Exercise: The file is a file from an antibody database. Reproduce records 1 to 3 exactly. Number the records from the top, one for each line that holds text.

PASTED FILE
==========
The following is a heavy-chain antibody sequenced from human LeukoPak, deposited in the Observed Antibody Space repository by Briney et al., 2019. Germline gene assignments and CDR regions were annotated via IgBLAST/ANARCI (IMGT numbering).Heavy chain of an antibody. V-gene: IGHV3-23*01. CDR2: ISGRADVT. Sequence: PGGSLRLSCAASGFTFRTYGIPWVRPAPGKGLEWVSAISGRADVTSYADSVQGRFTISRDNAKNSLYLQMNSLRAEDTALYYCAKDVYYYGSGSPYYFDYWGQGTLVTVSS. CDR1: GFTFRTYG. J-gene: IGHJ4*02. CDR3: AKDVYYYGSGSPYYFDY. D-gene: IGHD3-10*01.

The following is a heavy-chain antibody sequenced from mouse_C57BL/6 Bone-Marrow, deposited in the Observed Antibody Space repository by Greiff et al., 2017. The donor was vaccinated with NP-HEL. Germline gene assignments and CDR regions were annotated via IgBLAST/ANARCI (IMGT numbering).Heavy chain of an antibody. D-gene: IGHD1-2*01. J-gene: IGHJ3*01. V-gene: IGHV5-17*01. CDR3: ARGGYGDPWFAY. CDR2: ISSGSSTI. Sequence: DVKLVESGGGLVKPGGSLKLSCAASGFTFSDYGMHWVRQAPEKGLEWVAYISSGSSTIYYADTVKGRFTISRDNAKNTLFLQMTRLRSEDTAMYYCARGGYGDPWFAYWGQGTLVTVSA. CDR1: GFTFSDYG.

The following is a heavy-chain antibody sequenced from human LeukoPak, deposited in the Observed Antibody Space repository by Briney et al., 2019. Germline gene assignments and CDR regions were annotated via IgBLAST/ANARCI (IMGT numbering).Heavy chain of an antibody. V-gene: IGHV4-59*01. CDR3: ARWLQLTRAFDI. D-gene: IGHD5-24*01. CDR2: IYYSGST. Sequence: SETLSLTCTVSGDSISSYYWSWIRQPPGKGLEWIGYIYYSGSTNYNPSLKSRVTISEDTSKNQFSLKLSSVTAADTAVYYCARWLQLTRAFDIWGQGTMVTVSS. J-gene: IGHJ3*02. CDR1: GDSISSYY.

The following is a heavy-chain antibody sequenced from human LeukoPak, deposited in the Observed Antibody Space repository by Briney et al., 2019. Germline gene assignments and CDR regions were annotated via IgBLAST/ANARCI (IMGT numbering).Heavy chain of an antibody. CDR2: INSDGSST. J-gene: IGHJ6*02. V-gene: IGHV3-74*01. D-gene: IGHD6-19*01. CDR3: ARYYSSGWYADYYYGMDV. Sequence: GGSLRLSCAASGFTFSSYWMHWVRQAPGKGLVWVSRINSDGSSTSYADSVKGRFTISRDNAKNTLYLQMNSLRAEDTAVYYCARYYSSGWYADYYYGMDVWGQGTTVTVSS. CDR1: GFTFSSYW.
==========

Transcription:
The following is a heavy-chain antibody sequenced from human LeukoPak, deposited in the Observed Antibody Space repository by Briney et al., 2019. Germline gene assignments and CDR regions were annotated via IgBLAST/ANARCI (IMGT numbering).Heavy chain of an antibody. V-gene: IGHV3-23*01. CDR2: ISGRADVT. Sequence: PGGSLRLSCAASGFTFRTYGIPWVRPAPGKGLEWVSAISGRADVTSYADSVQGRFTISRDNAKNSLYLQMNSLRAEDTALYYCAKDVYYYGSGSPYYFDYWGQGTLVTVSS. CDR1: GFTFRTYG. J-gene: IGHJ4*02. CDR3: AKDVYYYGSGSPYYFDY. D-gene: IGHD3-10*01.

The following is a heavy-chain antibody sequenced from mouse_C57BL/6 Bone-Marrow, deposited in the Observed Antibody Space repository by Greiff et al., 2017. The donor was vaccinated with NP-HEL. Germline gene assignments and CDR regions were annotated via IgBLAST/ANARCI (IMGT numbering).Heavy chain of an antibody. D-gene: IGHD1-2*01. J-gene: IGHJ3*01. V-gene: IGHV5-17*01. CDR3: ARGGYGDPWFAY. CDR2: ISSGSSTI. Sequence: DVKLVESGGGLVKPGGSLKLSCAASGFTFSDYGMHWVRQAPEKGLEWVAYISSGSSTIYYADTVKGRFTISRDNAKNTLFLQMTRLRSEDTAMYYCARGGYGDPWFAYWGQGTLVTVSA. CDR1: GFTFSDYG.

The following is a heavy-chain antibody sequenced from human LeukoPak, deposited in the Observed Antibody Space repository by Briney et al., 2019. Germline gene assignments and CDR regions were annotated via IgBLAST/ANARCI (IMGT numbering).Heavy chain of an antibody. V-gene: IGHV4-59*01. CDR3: ARWLQLTRAFDI. D-gene: IGHD5-24*01. CDR2: IYYSGST. Sequence: SETLSLTCTVSGDSISSYYWSWIRQPPGKGLEWIGYIYYSGSTNYNPSLKSRVTISEDTSKNQFSLKLSSVTAADTAVYYCARWLQLTRAFDIWGQGTMVTVSS. J-gene: IGHJ3*02. CDR1: GDSISSYY.